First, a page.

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Flying high and upside down over Sydney
Aerobatic flying looks so graceful: But climb aboard, and the show takes off inside your head
It’s more corset than a seatbelt –- a four-arm harness that squeezes my thighs and lower back so deep into the seat it prevents me from taking too big a breath. “Can you loosen it a little?” I ask pilot Joel Haski.
“No can do,” he replies. “Once we take off, you’re going to get pulled out of this seat at 8 Gs.”
“What’s a G?”
“You really have no idea of what you’re going into, do you?” he says, closing the glass panel above our heads. “Oh well. Maybe it’s better that way.”
G force Red Baron-style
After two years of procrastinating, I’d finally taken the plunge and booked a half-hour aerobatic sessions with Red Baron Adventures at Bankstown Airport.
Using a German-built, aerobatic monoplane called an Extra 200, the session gives punters a taste of what it’s like being in the annual Air Race World Championships or World War I.
Taxiing towards the runway, Joel explains a G is a measurement of the force of gravity. “We experience one times the force of gravity when we’re on the ground," he says.
"Most commercial jets are stressed to about 3 Gs, but the most they ever reach is 1.5 -- or perhaps 2 Gs -- if they’re doing something really extreme. Fighter pilots regularly fly at between 4 and 7 Gs, but they do a lot of training to be able to withstand that.
“How many G will we do?" I ask.
“This is a competition acrobatic aircraft built to very high specs,” he replies. “It’s capable of withstanding plus or minus 10 Gs, though we won’t go any faster than 8. You ready?”
The first half of the flight is exactly how I imagined it would be before Joel’s pre-flight scare-talk. The Red Baron shoots into the sky, offering colossal views over Prospect Reservoir in Sydney’s outer west.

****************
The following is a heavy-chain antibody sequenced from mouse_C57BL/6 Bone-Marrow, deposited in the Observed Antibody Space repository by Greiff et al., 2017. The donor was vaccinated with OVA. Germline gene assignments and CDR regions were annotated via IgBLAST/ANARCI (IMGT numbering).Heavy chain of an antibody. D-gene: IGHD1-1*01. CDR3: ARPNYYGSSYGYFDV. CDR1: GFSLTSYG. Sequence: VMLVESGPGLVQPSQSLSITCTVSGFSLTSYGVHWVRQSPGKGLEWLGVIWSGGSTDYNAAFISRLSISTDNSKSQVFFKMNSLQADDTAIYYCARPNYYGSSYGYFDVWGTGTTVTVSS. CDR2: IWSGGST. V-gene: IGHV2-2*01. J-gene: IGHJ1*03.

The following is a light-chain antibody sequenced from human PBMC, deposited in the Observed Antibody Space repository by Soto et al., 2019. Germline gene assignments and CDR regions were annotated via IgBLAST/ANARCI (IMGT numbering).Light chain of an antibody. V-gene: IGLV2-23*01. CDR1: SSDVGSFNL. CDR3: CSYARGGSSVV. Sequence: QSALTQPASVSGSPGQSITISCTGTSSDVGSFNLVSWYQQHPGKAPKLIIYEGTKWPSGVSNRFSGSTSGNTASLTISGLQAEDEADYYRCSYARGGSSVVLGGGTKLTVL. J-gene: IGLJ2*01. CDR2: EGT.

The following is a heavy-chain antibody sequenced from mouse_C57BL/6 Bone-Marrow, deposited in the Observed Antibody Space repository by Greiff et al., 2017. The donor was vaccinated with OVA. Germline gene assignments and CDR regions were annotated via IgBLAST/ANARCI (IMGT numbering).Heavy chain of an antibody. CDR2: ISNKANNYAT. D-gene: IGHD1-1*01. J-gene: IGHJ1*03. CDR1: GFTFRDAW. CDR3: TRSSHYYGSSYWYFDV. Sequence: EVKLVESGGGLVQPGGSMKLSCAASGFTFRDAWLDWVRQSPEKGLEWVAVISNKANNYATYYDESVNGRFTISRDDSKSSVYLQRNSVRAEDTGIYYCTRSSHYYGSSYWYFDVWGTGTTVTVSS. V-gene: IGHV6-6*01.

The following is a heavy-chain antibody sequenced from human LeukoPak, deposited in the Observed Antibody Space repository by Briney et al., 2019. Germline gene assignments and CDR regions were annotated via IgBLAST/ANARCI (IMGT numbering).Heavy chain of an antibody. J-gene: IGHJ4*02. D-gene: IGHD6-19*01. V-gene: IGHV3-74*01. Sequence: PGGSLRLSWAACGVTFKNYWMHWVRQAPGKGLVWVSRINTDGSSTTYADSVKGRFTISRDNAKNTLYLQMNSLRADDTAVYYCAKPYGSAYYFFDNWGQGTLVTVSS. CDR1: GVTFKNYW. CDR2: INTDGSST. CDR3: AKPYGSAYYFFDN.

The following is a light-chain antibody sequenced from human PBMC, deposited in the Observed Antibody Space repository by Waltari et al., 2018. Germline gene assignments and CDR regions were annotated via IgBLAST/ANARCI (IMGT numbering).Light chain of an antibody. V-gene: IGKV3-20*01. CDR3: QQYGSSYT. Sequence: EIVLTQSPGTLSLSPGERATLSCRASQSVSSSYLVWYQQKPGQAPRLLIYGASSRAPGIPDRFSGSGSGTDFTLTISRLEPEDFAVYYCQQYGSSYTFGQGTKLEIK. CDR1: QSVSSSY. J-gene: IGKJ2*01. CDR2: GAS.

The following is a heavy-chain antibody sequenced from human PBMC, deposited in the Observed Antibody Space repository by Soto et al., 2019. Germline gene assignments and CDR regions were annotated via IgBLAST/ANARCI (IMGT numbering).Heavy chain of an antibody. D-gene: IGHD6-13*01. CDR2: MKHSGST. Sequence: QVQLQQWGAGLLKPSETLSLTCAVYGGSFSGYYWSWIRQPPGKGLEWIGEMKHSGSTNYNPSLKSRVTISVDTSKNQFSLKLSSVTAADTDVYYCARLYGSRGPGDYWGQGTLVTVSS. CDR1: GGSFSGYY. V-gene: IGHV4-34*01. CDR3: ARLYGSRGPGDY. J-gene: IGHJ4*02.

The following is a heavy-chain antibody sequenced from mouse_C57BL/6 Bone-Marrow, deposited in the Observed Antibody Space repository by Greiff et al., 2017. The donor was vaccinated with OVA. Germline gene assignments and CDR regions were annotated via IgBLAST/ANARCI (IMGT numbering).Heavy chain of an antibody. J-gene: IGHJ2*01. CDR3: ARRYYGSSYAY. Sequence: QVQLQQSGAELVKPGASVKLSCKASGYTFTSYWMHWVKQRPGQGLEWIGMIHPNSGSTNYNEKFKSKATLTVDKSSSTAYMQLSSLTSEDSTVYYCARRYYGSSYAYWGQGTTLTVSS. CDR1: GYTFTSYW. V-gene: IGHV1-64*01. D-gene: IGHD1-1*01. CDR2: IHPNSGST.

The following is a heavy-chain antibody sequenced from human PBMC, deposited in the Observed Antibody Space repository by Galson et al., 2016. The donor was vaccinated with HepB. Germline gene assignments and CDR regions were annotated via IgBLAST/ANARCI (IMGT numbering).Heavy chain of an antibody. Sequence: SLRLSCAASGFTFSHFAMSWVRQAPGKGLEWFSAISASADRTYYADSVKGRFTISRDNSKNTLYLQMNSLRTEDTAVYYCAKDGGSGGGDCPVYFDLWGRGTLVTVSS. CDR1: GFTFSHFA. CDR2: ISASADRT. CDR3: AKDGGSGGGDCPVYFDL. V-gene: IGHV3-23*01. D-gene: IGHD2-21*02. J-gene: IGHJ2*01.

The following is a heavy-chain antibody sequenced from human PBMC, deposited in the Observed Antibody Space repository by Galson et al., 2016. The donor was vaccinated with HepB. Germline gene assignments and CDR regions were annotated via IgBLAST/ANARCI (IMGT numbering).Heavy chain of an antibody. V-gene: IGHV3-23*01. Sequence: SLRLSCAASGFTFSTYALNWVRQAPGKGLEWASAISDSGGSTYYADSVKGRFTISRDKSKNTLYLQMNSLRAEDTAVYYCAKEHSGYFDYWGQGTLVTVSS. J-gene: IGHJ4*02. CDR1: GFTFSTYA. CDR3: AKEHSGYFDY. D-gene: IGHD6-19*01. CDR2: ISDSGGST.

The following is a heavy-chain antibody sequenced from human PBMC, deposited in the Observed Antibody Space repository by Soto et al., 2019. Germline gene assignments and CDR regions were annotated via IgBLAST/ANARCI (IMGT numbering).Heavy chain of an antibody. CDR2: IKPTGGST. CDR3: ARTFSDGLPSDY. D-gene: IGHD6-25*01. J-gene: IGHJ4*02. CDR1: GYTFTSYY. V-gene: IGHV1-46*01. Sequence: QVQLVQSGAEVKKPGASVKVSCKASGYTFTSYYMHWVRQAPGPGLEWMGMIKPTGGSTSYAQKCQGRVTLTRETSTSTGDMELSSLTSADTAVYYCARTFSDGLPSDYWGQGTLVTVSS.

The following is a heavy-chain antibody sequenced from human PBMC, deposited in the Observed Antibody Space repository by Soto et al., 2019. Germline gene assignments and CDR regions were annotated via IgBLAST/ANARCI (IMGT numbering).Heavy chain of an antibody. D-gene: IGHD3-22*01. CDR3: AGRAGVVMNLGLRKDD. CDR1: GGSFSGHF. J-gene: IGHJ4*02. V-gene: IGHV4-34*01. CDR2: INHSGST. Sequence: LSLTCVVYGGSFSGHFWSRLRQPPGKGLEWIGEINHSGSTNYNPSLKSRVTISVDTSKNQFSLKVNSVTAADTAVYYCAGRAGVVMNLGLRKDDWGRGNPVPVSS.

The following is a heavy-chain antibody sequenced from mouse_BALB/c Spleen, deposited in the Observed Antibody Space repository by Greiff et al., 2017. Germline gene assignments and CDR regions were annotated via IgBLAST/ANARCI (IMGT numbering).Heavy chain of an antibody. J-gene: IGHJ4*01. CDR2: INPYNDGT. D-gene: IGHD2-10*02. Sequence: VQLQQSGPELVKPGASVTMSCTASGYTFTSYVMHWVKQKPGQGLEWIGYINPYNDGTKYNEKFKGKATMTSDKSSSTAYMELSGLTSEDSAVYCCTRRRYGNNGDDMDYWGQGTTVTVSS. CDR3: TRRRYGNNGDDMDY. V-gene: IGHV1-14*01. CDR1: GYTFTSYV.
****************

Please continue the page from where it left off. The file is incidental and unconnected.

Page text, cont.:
Soon we’re darting though fluffy white clouds, climbing to 1,000 meters -– the minimum height required for aerobatics.
But how dangerous is it? Don’t planes always go down at air shows doing this?
“Pilots at air shows are known to suffer something called ‘air show-itis’, Joel says. “Instead of doing maneuvers they’ve trained for and have done hundreds of times before, they do something to impress the crowd.”
“I can tell you just about every accident that happens at air shows is caused by this -- not mechanical error.
“Okay, we’re going to start nice and slow. Is your harness tight and secure?”
I give Joel the thumbs-up and he launches into a barrel roll, introducing me to G forces. My head gets sucked into the headrest, the fat on my face starts rippling and my eyeballs want to explode. It hurts like hell but eases as we level off.
“You want more?” Joel asks me. I give him the thumbs-up again.
Next comes a hammerhead turn. We go straight up and turn around with a roll on the way up and a roll on the way down. I break out into an uncontrollable sweat. I scream. I cry. I swear bloody murder.
Joel again offers me the chance to opt out. I shake my head. I’m going through with this.
“Now, we’ll do the world’s most famous aerobatic move, the loop-the-loop," he says with dentist-like calm. "When you feel the G come on during the other side of the loop, try squeezing your thighs and your abs to force the blood into your head."
"Otherwise you may pass out.”
The world spins around and suddenly we’re flying upside down. Joel pulls off a couple of four-and-eight-point turns, a tailslide, a knife-edge, and half a dozen other maneuvers and sequences.
In one instance, we dive straight towards the ground at more than 300 kilometers per hour. When we finally pull out of it, it feels like a car is running over me and I temporarily black out.
The come down
By the time we land, I’ve soaked in sweat, shaking like a junkie. I hobble to the office, run into the toilet and spew my guts out. Joel suggests I take a nap on his sofa. I take him up on the offer and unceremoniously pass out.
It’s late in the afternoon when I regain the strength to drive home, but it’s not until the next day that I’m back to normal. I feel good about having done such an incredible thing, but wish it didn’t have to hurt so much. Never has the term "no pain no gain" rung truer in my life.
“It’s like skydiving or bungee jumping – something to put on your bucket list,” Joel says. “But any person who’s done those things and who’s also been on an aerobatic flight knows what we do is much more extreme.”
Red Baron Scenic and Aerobatic Flight Adventures, cnr Marion & Birch streets., Bankstown Airport, +61 (0)2 9791 0643, www.redbaron.com.au
Price Range: 30-minute Air Race experience $520; Harbour Bridge & Northern Beaches scenic and aerobatic flight $585; small group Sydney city scenic flight $130 p/person (minimum two persons).